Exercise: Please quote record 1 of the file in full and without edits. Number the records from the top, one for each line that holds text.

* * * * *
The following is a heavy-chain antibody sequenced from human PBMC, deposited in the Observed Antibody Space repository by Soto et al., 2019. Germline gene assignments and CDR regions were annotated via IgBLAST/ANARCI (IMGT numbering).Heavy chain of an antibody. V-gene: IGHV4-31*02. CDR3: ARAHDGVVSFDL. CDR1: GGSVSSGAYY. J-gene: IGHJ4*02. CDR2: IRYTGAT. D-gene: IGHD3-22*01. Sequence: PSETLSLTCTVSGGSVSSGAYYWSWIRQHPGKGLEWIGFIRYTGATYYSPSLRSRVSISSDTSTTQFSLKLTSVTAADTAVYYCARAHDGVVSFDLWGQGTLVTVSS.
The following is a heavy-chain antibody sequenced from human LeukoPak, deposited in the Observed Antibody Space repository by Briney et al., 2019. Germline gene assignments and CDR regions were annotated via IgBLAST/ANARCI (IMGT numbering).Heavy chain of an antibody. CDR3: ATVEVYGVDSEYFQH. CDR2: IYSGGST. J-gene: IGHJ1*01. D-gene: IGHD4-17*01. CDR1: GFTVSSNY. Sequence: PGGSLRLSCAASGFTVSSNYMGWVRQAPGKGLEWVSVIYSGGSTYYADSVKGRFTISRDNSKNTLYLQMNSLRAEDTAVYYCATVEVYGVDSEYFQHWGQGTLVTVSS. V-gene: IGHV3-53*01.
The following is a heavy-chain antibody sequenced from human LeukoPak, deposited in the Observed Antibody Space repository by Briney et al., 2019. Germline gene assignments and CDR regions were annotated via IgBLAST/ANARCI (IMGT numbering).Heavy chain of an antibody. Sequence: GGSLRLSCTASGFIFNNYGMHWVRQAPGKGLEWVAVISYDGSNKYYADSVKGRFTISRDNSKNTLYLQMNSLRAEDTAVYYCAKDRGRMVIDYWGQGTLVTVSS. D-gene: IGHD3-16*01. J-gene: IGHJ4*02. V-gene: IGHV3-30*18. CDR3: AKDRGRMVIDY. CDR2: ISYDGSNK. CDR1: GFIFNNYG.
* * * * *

The following is a heavy-chain antibody sequenced from human PBMC, deposited in the Observed Antibody Space repository by Soto et al., 2019. Germline gene assignments and CDR regions were annotated via IgBLAST/ANARCI (IMGT numbering).Heavy chain of an antibody. V-gene: IGHV4-31*02. CDR3: ARAHDGVVSFDL. CDR1: GGSVSSGAYY. J-gene: IGHJ4*02. CDR2: IRYTGAT. D-gene: IGHD3-22*01. Sequence: PSETLSLTCTVSGGSVSSGAYYWSWIRQHPGKGLEWIGFIRYTGATYYSPSLRSRVSISSDTSTTQFSLKLTSVTAADTAVYYCARAHDGVVSFDLWGQGTLVTVSS.